"Buenos dias", "buenas noches" -- this was the first words in a foreign language I heard in my life, as a three-year old boy growing up in developing post-war Western Germany, where the first gastarbeiters had arrived from Spain. Fascinated by the strange sounds, I tried to get to know some more languages, the only opportunity being TV courses of English and French -- there was no foreign language education for pre-teen school children in Germany yet in those days. Read more
To find some answers Tim Machan explores the language's present and past, and looks ahead to its futures among the one and a half billion people who speak it. His search is fascinating and important, for definitions of English have influenced education and law in many countries and helped shape the identities of those who live in them.
This volume provides a new perspective on the evolution of the special language of medicine, based on the electronic corpus of Early Modern English Medical Texts, containing over two million words of medical writing from 1500 to 1700.
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AION-Linguistica (www.aionlinguistica.com) is the journal of Linguistics published by the 'Università degli studi di Napoli L'Orientale' (Italy).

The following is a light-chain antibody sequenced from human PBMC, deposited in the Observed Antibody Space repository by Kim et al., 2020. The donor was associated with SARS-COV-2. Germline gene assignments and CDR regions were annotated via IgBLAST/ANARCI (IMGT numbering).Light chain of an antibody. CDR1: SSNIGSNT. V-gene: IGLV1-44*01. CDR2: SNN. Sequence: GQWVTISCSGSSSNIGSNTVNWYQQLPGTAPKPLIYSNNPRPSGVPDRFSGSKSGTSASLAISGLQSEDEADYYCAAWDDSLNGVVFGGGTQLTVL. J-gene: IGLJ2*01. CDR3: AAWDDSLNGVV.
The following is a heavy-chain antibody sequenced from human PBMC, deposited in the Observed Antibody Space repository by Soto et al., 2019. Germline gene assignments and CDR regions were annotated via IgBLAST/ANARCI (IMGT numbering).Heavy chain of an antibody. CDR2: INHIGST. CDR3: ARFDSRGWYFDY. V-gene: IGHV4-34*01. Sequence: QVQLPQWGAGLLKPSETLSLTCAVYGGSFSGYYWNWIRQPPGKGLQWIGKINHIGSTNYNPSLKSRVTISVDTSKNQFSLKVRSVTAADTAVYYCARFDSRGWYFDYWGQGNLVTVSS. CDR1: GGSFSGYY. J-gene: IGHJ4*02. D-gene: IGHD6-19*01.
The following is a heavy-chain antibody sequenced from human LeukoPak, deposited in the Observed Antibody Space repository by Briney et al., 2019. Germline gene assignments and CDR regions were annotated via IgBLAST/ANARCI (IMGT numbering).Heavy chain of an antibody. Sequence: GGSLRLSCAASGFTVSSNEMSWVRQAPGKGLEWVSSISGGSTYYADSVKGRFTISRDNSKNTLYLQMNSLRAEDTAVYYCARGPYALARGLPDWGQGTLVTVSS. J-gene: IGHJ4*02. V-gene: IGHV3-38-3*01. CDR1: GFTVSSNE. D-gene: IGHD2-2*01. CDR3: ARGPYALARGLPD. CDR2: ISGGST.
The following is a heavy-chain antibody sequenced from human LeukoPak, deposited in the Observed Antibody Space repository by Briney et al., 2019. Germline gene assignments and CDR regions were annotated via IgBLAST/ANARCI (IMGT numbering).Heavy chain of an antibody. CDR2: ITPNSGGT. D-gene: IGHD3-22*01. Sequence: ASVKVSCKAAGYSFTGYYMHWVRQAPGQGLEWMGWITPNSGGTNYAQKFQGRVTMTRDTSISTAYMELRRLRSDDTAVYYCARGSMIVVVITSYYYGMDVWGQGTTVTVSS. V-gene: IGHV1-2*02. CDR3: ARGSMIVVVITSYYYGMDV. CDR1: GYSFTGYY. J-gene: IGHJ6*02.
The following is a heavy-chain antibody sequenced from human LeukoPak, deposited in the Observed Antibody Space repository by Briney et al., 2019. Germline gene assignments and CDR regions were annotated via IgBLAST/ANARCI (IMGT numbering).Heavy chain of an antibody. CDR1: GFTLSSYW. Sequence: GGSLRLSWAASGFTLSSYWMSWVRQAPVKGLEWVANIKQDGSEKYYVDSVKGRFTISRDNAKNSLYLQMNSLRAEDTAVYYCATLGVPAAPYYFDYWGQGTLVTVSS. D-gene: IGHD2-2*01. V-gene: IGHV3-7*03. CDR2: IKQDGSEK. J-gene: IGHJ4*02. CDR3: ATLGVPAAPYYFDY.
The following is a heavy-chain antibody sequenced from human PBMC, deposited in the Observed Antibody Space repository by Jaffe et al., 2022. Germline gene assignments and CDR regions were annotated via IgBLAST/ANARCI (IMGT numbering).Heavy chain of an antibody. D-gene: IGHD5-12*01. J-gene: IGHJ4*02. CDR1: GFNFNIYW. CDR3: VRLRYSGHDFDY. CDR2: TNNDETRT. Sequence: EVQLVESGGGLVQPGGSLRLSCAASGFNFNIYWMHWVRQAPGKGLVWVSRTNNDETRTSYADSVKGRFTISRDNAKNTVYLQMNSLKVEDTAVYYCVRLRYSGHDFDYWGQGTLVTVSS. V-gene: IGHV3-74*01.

The Journal has traditionally been focused on languages of the Ancient World and it is also open to original contributions in other fields relating to Linguistic studies. Original contributions, as well as critical reviews, notes and summaries, are welcome.
Current deadline for submissions: March 15, 2015. Papers should be sent to firstname.lastname@example.org. Authors are asked to submit their anonymous paper in a .doc and .pdf format (download the style sheet at http://www.aionlinguistica.com/call-for-papers.html). Authors are requested to cite their name and affiliation in the e-mail.
During the submission process authors must sign a responsibility declaration in order to avoid any intent or effect of plagiarism. Authors can find the Declaration form here: http://www.aionlinguistica.com/call-for-papers.html